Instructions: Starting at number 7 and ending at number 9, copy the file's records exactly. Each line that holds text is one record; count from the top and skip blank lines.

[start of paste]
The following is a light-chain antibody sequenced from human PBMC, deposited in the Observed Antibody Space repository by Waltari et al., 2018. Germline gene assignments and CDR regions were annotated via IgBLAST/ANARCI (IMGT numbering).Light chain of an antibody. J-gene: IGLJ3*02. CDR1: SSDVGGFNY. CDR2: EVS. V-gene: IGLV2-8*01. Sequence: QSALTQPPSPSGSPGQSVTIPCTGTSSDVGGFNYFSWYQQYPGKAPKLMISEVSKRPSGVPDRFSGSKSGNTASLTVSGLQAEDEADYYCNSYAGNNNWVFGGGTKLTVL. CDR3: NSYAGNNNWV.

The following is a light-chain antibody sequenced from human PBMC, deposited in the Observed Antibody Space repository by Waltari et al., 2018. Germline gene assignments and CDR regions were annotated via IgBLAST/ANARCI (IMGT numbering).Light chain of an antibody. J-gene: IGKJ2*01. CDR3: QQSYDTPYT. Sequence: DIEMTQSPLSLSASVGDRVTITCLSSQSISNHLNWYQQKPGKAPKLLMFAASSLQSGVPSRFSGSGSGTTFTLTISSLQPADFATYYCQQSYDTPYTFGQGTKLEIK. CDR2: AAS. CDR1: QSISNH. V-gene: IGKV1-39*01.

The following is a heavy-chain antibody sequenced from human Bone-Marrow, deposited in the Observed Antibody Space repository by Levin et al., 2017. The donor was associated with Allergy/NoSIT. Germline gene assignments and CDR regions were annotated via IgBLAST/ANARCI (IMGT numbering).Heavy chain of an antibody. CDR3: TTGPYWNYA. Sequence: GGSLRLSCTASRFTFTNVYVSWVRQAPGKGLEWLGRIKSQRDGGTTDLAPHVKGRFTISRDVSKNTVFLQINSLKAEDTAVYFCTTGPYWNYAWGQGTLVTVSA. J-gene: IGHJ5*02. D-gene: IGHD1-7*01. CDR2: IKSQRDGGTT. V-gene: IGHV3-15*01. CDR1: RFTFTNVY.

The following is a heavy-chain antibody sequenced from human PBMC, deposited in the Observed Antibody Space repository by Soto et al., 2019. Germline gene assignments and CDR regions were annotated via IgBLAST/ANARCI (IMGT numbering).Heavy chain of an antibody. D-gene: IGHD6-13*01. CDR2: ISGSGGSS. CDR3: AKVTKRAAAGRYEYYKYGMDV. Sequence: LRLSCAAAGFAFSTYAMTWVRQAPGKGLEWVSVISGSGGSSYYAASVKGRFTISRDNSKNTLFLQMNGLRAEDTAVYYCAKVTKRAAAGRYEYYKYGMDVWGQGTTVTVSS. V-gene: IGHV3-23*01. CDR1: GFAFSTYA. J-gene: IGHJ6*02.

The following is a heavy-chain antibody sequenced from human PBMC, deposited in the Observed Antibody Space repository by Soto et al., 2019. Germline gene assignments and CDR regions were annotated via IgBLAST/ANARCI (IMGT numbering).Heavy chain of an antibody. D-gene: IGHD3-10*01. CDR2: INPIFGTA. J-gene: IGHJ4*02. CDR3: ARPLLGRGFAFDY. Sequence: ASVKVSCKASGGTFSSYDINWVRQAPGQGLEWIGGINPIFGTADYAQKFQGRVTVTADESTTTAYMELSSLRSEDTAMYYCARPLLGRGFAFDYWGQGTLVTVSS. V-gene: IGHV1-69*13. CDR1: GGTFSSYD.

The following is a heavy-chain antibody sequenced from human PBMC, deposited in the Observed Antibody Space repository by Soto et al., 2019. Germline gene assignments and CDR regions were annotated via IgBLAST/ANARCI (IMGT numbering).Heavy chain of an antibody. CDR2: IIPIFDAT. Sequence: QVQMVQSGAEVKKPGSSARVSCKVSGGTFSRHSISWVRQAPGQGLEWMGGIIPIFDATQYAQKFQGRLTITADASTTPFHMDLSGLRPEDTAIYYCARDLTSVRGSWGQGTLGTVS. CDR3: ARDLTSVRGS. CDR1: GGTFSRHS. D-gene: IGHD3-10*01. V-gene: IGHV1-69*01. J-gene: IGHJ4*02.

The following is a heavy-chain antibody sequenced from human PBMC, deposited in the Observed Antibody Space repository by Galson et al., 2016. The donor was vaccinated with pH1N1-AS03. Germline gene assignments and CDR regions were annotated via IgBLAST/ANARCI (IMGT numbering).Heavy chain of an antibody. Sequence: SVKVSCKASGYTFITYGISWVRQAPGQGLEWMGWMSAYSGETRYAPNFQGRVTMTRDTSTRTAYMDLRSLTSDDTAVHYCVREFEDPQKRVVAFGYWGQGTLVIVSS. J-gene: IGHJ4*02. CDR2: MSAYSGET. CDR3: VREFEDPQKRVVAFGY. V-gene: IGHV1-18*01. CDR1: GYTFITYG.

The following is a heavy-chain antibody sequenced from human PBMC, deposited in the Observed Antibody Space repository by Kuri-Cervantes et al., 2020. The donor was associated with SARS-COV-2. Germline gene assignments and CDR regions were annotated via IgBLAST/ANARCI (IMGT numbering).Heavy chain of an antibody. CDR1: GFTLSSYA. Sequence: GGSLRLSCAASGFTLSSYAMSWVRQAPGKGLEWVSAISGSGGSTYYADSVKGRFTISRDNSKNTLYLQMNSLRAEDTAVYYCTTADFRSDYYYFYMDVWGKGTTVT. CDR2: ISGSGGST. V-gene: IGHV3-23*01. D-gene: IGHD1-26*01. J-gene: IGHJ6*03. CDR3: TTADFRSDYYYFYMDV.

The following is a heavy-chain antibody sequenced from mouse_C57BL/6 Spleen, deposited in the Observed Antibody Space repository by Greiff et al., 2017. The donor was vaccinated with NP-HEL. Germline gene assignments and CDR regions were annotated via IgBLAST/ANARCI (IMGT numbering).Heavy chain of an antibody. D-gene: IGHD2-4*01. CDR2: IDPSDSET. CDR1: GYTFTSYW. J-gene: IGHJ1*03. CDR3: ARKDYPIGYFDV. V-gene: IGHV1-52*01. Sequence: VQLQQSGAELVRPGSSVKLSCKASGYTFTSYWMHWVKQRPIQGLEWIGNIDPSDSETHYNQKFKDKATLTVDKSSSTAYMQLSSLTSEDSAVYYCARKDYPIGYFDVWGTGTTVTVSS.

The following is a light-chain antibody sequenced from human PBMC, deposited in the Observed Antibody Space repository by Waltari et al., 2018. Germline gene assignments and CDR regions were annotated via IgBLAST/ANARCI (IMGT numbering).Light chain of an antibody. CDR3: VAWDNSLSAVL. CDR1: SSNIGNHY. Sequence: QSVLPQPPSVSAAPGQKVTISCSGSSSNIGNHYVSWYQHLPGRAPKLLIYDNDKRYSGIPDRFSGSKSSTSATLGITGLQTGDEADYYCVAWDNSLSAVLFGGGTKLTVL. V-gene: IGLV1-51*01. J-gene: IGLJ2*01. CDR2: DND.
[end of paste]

The following is a heavy-chain antibody sequenced from human PBMC, deposited in the Observed Antibody Space repository by Galson et al., 2016. The donor was vaccinated with pH1N1-AS03. Germline gene assignments and CDR regions were annotated via IgBLAST/ANARCI (IMGT numbering).Heavy chain of an antibody. Sequence: SVKVSCKASGYTFITYGISWVRQAPGQGLEWMGWMSAYSGETRYAPNFQGRVTMTRDTSTRTAYMDLRSLTSDDTAVHYCVREFEDPQKRVVAFGYWGQGTLVIVSS. J-gene: IGHJ4*02. CDR2: MSAYSGET. CDR3: VREFEDPQKRVVAFGY. V-gene: IGHV1-18*01. CDR1: GYTFITYG.

The following is a heavy-chain antibody sequenced from human PBMC, deposited in the Observed Antibody Space repository by Kuri-Cervantes et al., 2020. The donor was associated with SARS-COV-2. Germline gene assignments and CDR regions were annotated via IgBLAST/ANARCI (IMGT numbering).Heavy chain of an antibody. CDR1: GFTLSSYA. Sequence: GGSLRLSCAASGFTLSSYAMSWVRQAPGKGLEWVSAISGSGGSTYYADSVKGRFTISRDNSKNTLYLQMNSLRAEDTAVYYCTTADFRSDYYYFYMDVWGKGTTVT. CDR2: ISGSGGST. V-gene: IGHV3-23*01. D-gene: IGHD1-26*01. J-gene: IGHJ6*03. CDR3: TTADFRSDYYYFYMDV.

The following is a heavy-chain antibody sequenced from mouse_C57BL/6 Spleen, deposited in the Observed Antibody Space repository by Greiff et al., 2017. The donor was vaccinated with NP-HEL. Germline gene assignments and CDR regions were annotated via IgBLAST/ANARCI (IMGT numbering).Heavy chain of an antibody. D-gene: IGHD2-4*01. CDR2: IDPSDSET. CDR1: GYTFTSYW. J-gene: IGHJ1*03. CDR3: ARKDYPIGYFDV. V-gene: IGHV1-52*01. Sequence: VQLQQSGAELVRPGSSVKLSCKASGYTFTSYWMHWVKQRPIQGLEWIGNIDPSDSETHYNQKFKDKATLTVDKSSSTAYMQLSSLTSEDSAVYYCARKDYPIGYFDVWGTGTTVTVSS.